This will search all your source code and document the functions and subroutines it finds. As written, it searches VBS and ASP files, but this is easily modified via a constant. It searches for lines beginning with "Function " or "Sub ", and again, this is easily modified via a constant. The script starts running in the directory where it is located and produces a tab-delimited report named after the script file (like "Functions.txt").

Trim Log Files

I have lots of log files that do nothing but grow. So I wrote this to trim them down to a reasonable size. I run it as a scheduled task every night. The log files must have entries on separate lines. This script keeps the most recent entries at the end of the log and throws away old entries at the beginning of the log. Pass it a file name and a desired max size (between a hundred bytes and a million bytes). Use it like this:
cscript.exe TrimLogFiles.vbs "c:\logs\server.log" 32767

Delete Old Files

Let it loose on the network "share" drive every once in a while. It deletes files in and below any directory you select based on age. Designated file extensions can be protected from deletion.

No Old Files

Similar to the above script based on common requests from system administrators. It can take both arguments from the environment, the command line, or interactively from the user. It deletes designated file extensions. By popular request, the script now deletes empty subdirectories. However, because this is a top-down, list-driven script, it only deletes the lowest-level empty directory in each branch of the directory tree on each run. If you run it on a regular schedule, it will eventually get around to deleting all empty unused subdirectories. Use it like this:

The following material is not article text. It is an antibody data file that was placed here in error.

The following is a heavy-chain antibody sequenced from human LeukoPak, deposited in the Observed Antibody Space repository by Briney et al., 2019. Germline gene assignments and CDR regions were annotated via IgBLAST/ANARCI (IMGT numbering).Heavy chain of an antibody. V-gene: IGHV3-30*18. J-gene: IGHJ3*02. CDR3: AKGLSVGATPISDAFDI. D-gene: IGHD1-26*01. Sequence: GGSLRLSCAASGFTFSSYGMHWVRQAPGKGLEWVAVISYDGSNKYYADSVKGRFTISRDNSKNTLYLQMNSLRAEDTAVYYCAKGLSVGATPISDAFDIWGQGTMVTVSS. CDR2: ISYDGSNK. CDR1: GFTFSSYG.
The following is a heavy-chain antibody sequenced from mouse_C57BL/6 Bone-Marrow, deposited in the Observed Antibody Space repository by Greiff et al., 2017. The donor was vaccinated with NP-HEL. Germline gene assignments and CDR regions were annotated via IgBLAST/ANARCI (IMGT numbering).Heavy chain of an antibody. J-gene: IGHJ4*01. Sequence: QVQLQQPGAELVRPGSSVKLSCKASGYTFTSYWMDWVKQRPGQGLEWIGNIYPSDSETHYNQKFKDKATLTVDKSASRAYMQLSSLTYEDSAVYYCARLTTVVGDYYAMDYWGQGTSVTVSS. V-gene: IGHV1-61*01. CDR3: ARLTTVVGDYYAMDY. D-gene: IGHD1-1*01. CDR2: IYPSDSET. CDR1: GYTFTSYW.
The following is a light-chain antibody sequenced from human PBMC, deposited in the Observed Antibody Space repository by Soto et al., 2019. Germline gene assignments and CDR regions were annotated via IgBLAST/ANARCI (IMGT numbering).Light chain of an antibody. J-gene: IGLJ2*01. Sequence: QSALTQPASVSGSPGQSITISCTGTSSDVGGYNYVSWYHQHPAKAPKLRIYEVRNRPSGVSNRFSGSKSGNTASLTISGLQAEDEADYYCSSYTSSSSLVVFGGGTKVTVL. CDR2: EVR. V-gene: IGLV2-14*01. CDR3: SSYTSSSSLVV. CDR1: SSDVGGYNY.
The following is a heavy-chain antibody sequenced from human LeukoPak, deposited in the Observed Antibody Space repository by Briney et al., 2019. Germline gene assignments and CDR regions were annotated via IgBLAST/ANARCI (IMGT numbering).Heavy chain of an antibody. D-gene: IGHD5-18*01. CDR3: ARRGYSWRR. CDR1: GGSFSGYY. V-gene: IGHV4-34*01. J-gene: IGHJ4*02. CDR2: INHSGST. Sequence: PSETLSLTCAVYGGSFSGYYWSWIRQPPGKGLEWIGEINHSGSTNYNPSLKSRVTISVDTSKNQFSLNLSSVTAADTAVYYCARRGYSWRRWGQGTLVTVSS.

cscript.exe NoOldFiles.vbs "S:\Share" 90

No Old Folders

This one only deletes old folders (as defined by the folder's "last modified" date). Of course, if it deletes an old folder, it will delete all other files and subfolders under it regardless of the age of those files or subfolders! This script only takes arguments from the command line. Give it a starting folder (which will not be deleted!) and the maximum age of a folder (in days) you wish to keep. This script is recursive, not list-driven... which doesn't actually matter in this particular case.

No Small Files

If it's little, who is going to notice it's missing? Or even better, if it's little, it must have been a bad download, so it it should be deleted.